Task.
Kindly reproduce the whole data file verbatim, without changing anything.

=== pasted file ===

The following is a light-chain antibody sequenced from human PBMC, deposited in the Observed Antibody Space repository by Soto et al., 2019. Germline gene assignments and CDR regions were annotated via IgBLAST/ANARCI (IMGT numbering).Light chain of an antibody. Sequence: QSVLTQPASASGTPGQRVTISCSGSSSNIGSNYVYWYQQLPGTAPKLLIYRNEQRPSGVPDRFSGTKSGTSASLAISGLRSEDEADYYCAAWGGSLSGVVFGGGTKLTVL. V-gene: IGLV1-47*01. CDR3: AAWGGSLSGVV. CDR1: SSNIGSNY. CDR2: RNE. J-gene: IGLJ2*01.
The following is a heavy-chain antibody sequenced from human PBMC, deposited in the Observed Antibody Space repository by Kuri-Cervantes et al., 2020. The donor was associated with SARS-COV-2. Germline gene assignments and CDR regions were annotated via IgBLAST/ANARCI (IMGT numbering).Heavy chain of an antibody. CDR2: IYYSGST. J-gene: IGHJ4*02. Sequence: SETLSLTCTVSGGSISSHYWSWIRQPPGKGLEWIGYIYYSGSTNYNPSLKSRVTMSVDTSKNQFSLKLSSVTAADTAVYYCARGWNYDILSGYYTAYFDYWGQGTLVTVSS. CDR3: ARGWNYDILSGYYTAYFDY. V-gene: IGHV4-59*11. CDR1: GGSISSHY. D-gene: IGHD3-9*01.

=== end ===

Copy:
The following is a light-chain antibody sequenced from human PBMC, deposited in the Observed Antibody Space repository by Soto et al., 2019. Germline gene assignments and CDR regions were annotated via IgBLAST/ANARCI (IMGT numbering).Light chain of an antibody. Sequence: QSVLTQPASASGTPGQRVTISCSGSSSNIGSNYVYWYQQLPGTAPKLLIYRNEQRPSGVPDRFSGTKSGTSASLAISGLRSEDEADYYCAAWGGSLSGVVFGGGTKLTVL. V-gene: IGLV1-47*01. CDR3: AAWGGSLSGVV. CDR1: SSNIGSNY. CDR2: RNE. J-gene: IGLJ2*01.
The following is a heavy-chain antibody sequenced from human PBMC, deposited in the Observed Antibody Space repository by Kuri-Cervantes et al., 2020. The donor was associated with SARS-COV-2. Germline gene assignments and CDR regions were annotated via IgBLAST/ANARCI (IMGT numbering).Heavy chain of an antibody. CDR2: IYYSGST. J-gene: IGHJ4*02. Sequence: SETLSLTCTVSGGSISSHYWSWIRQPPGKGLEWIGYIYYSGSTNYNPSLKSRVTMSVDTSKNQFSLKLSSVTAADTAVYYCARGWNYDILSGYYTAYFDYWGQGTLVTVSS. CDR3: ARGWNYDILSGYYTAYFDY. V-gene: IGHV4-59*11. CDR1: GGSISSHY. D-gene: IGHD3-9*01.